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1. I didn't check your numbers, but I'll assume you're correct. However, in my experience, film does not even come close to approaching those theoretical lp/mm numbers. This test, done with Ektachrome instead of Ektar, reflects my own findings: http://www.luminous-landscape.com/reviews/cameras/iq180_vs_8...

2. Ok, you're right. Some films will certainly outperform some digital. But, the new MF backs will shoot 13-15 stops as well, so who wins? I'd argue that, on average, digital trumps film. I've shot mostly velvia (the most popular landscape/wildlife film for 30 years?) and provia, and those can't compete with even my 3 year old dslr. (see http://www.clarkvision.com/articles/dynamicrange2/ for tests done with an 8 year old dslr)

3. Get a color checker (http://xritephoto.com/ph_product_overview.aspx?ID=1192). No filters necessary, and precise color no matter what lighting conditions. And, you'd be able to eliminate one of those miserable fucking peripherals.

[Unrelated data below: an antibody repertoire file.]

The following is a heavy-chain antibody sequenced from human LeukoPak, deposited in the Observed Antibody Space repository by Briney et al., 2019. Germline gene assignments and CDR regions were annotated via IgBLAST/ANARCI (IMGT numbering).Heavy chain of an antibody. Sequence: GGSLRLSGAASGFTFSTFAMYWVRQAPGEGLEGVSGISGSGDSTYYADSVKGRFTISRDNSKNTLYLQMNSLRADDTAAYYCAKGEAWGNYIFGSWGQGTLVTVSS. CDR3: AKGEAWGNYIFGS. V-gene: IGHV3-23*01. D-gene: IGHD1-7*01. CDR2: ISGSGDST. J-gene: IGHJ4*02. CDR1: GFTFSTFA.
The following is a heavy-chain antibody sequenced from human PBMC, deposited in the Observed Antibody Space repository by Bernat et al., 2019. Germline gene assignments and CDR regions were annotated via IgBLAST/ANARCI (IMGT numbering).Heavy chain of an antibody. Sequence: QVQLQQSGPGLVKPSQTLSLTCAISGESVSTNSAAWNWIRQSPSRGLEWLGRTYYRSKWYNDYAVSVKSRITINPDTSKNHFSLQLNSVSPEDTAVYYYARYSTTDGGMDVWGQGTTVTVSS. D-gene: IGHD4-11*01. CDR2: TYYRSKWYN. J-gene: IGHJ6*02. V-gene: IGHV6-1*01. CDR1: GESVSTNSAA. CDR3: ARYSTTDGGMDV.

FWIW, going digital has tremendously simplified my workflow and allowed me more shooting time with less dicking around with equipment time, and much better quality prints (and I make really big prints). Cheers.




Oh, no question that you have a better MTF from an Alpa than you would from an 8x10 at f32 (a perfectly reasonable working aperture for 8x10). I think the 8x10 can still out resolve the Alpa but you're getting into that ugly 20% part of the MTF curves. The rule of thumb I've had for a while is that digital has fewer, better pixels; the digital back hits a wall beyond which you cannot proceed any further, but at and up until that wall the results are superb. I think the current sweet spot is speculated to be 6 cm x 9 cm cameras, mostly because of diffraction and film flatness issues. And reversal film has notoriously poor dynamic range, and mediocre color correction; that's one of the things that pushed me to doing all negatives in my photography.

A professional is probably only going to use film these days if they want a specific effect; say, infrared, or sometimes people fart around with Holgas and call it art. For an amateur, the $20,000 digital back that can compare with a 4x5 with some decent lenses costing a tenth that much is a much harder sell. And that's pretty much where I sit; I'm not going to spend $50,000 on a top of the line MF outfit. I might spend the $1.2K for an X-100, though, still mulling that over. A couple thousand buys a lot of film and developer.




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